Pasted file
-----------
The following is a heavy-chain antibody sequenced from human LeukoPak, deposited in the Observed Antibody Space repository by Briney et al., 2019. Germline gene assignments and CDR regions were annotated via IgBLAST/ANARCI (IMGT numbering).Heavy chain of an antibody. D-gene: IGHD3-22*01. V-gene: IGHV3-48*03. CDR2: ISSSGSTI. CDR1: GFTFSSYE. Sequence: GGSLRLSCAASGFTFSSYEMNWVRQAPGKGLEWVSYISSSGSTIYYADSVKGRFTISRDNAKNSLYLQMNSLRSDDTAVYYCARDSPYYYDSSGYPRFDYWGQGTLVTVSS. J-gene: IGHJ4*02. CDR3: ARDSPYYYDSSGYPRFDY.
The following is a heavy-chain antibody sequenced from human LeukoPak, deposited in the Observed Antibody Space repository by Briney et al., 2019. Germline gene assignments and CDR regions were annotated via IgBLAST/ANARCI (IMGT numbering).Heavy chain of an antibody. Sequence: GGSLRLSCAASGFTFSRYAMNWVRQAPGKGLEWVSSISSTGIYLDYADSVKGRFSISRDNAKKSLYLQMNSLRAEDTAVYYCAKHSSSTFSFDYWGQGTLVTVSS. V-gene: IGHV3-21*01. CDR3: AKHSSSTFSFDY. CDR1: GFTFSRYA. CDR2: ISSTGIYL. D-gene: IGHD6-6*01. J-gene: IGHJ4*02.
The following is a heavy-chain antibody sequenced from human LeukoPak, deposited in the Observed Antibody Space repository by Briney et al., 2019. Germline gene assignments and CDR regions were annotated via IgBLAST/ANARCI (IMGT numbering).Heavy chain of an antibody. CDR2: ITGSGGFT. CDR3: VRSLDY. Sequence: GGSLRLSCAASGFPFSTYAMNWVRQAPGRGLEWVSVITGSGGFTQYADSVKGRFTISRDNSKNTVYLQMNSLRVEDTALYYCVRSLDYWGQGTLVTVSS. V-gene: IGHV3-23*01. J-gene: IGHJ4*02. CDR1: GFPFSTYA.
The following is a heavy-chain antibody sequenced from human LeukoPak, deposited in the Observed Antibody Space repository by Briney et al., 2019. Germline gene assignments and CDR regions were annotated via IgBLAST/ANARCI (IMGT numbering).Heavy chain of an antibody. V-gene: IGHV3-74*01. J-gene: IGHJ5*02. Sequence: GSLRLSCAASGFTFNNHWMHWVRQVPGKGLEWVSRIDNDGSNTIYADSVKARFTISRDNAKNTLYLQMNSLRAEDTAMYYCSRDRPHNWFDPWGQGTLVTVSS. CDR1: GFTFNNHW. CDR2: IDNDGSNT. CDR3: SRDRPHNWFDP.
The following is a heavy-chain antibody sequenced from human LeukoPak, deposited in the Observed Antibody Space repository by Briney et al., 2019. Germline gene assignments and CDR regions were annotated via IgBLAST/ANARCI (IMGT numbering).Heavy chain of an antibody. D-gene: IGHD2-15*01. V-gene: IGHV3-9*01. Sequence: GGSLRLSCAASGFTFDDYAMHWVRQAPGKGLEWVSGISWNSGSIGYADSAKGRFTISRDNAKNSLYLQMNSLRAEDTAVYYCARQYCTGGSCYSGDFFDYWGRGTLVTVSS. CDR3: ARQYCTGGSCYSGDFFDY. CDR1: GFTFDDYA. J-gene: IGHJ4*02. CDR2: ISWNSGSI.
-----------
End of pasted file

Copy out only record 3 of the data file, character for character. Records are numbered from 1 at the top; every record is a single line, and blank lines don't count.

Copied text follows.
The following is a heavy-chain antibody sequenced from human LeukoPak, deposited in the Observed Antibody Space repository by Briney et al., 2019. Germline gene assignments and CDR regions were annotated via IgBLAST/ANARCI (IMGT numbering).Heavy chain of an antibody. CDR2: ITGSGGFT. CDR3: VRSLDY. Sequence: GGSLRLSCAASGFPFSTYAMNWVRQAPGRGLEWVSVITGSGGFTQYADSVKGRFTISRDNSKNTVYLQMNSLRVEDTALYYCVRSLDYWGQGTLVTVSS. V-gene: IGHV3-23*01. J-gene: IGHJ4*02. CDR1: GFPFSTYA.